Saturn’s iconic rings likely formed about 4.4 billion years ago, shortly after the planet itself took shape, researchers say.
The origin of Saturn’s ring system has long been the subject of debate, with some researchers arguing that it’s a relatively young structure and others holding that it coalesced long ago, at roughly the same time as the gas giant’s many satellites.
At the annual meeting of the American Geophysical Union, researchers said that the new study, which was conducted using data gathered by NASA’s Saturn-orbiting Cassini spacecraft, strongly supports the latter scenario.
Cassini’s measurements imply that “the main rings would be [extremely] old, rather than hundreds of millions of years old,” Fox News quoted Sascha Kempf, of the University of Colorado in Boulder, as saying.
Saturn’s main ring system is huge but razor-thin, measuring about 175,000 miles across but just 33 feet or so in the vertical direction. The rings are composed primarily of water ice, but they contain small amounts of rocky material contributed by micrometeoroid bombardment.
Kempf and his colleagues used Cassini’s Cosmic Dust Analyzer instrument to measure just how frequently such tiny particles cruise through the Saturn system.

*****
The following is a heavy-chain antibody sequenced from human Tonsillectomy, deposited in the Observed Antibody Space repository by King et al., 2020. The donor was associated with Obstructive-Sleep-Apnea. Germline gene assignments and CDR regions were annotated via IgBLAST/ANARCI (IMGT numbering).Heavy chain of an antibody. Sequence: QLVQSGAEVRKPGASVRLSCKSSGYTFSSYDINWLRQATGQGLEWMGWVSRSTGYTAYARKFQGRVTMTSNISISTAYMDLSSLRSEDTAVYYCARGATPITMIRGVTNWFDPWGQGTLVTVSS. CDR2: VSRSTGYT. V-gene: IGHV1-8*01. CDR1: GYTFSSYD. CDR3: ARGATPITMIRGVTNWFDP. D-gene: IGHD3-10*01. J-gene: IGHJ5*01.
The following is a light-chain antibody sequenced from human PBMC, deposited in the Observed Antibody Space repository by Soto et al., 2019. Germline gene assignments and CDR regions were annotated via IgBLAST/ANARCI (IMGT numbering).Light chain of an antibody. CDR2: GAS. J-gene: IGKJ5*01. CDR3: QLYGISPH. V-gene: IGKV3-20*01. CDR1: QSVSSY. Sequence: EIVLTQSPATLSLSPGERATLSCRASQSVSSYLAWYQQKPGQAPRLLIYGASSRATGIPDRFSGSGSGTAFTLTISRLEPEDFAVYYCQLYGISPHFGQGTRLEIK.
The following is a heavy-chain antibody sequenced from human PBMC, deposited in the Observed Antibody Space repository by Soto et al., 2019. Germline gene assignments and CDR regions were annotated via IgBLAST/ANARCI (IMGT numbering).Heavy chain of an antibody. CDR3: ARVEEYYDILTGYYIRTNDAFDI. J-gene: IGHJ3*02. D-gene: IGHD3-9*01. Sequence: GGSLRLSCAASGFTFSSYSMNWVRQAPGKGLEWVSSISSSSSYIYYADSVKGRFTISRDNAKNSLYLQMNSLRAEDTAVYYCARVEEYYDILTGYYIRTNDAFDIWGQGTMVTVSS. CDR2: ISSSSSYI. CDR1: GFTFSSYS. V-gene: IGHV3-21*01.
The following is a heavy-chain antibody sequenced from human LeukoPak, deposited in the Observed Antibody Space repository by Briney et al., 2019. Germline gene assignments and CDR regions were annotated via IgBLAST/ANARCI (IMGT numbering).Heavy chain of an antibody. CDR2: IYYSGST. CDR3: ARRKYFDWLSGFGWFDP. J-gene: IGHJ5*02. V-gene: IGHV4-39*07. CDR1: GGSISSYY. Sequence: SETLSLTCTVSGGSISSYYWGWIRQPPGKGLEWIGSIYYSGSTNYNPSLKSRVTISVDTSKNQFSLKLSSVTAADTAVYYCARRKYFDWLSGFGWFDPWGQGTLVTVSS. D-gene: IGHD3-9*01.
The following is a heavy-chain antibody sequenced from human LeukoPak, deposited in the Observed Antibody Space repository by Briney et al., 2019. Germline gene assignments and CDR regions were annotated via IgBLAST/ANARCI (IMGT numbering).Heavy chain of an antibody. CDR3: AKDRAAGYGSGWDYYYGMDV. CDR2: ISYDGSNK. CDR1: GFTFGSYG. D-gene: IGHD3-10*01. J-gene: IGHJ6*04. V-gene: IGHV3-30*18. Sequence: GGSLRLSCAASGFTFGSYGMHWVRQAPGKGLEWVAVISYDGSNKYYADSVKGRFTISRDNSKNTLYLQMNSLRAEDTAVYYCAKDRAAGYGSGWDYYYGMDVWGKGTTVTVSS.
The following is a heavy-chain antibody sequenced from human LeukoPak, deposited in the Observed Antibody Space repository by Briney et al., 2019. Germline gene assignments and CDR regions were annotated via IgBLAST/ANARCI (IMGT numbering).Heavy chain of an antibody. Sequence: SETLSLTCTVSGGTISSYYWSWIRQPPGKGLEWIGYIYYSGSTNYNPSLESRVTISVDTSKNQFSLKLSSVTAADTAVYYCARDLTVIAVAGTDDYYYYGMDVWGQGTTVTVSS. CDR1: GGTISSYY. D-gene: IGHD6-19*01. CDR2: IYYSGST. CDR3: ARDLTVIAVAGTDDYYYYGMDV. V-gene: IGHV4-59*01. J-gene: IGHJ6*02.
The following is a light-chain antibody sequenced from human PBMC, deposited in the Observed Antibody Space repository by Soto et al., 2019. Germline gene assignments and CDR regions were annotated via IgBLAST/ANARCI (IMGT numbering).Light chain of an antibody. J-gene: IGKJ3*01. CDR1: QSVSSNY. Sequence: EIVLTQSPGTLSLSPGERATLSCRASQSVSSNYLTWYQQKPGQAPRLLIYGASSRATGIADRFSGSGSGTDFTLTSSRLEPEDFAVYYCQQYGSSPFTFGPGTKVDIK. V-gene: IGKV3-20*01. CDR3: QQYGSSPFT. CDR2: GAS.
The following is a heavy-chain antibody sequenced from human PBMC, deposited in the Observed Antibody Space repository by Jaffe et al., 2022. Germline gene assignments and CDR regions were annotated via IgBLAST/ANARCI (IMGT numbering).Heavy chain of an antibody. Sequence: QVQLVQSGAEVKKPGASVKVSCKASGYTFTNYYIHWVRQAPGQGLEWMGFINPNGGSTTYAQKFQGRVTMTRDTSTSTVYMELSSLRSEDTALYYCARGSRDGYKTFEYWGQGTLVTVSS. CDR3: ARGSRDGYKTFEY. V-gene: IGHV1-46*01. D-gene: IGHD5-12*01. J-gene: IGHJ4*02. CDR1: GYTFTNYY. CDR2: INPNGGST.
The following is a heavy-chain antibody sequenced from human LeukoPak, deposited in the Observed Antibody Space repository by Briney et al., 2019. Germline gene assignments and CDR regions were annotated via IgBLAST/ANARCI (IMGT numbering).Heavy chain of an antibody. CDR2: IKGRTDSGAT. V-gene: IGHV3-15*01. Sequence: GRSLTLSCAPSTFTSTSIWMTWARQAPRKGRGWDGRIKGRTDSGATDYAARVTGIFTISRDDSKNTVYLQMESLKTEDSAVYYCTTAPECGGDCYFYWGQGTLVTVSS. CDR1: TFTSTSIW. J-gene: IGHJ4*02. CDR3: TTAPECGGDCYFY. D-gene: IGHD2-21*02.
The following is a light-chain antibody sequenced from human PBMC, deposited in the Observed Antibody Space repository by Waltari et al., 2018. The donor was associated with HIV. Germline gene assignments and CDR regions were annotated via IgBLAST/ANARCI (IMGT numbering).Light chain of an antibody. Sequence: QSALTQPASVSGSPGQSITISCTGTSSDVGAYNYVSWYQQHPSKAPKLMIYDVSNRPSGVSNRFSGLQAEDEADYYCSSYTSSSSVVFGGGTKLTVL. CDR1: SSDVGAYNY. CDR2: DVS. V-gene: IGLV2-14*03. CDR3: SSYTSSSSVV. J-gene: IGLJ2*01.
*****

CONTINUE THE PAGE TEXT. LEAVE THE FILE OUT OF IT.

They found that a surprisingly small amount of dusty material comes into contact with the rings. On an average, just 10-19 g of dust per square centimeter zooms through space every second at a distance of five to 50 Saturn radii from the planet.
Having measured this low rate of dust recruitment, the team then calculated that the rings have likely existed for about 4.4 billion years.
Kempf and his colleagues were also able to reconstruct the orbits of many of these particles, finding that the lion’s share likely come from the Kuiper Belt, the ring of icy bodies beyond Neptune’s orbit.
However, some of the dust probably hails from the even more distant Oort Cloud and some from interstellar space, Kempf said.